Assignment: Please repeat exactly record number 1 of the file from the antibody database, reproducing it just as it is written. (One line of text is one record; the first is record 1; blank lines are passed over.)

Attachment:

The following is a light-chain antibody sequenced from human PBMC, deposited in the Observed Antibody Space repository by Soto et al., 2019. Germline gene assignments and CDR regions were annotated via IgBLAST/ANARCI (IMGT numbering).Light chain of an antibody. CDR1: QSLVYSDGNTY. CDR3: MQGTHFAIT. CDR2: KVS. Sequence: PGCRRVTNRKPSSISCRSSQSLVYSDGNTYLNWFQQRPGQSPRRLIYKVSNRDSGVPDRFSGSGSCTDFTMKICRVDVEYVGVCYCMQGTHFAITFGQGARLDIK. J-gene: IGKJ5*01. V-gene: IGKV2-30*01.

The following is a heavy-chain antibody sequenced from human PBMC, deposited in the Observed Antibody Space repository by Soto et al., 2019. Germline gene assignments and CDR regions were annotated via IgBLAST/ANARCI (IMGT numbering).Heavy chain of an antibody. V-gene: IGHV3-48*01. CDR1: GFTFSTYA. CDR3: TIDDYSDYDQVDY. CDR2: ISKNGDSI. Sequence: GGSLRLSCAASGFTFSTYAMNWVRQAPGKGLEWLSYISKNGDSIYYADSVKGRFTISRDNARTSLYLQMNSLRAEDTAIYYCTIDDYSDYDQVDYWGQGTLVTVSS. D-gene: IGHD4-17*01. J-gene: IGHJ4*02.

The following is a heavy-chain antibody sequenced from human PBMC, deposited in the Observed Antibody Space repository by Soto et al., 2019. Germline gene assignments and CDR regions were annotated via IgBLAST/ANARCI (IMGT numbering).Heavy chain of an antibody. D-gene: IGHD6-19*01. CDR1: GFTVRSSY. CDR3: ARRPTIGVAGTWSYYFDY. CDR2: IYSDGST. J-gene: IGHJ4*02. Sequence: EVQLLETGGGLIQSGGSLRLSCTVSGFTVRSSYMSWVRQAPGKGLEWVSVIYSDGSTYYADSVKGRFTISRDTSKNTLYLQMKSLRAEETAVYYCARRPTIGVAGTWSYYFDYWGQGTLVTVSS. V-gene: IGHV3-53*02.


The following is a light-chain antibody sequenced from human PBMC, deposited in the Observed Antibody Space repository by Soto et al., 2019. Germline gene assignments and CDR regions were annotated via IgBLAST/ANARCI (IMGT numbering).Light chain of an antibody. CDR1: QSLVYSDGNTY. CDR3: MQGTHFAIT. CDR2: KVS. Sequence: PGCRRVTNRKPSSISCRSSQSLVYSDGNTYLNWFQQRPGQSPRRLIYKVSNRDSGVPDRFSGSGSCTDFTMKICRVDVEYVGVCYCMQGTHFAITFGQGARLDIK. J-gene: IGKJ5*01. V-gene: IGKV2-30*01.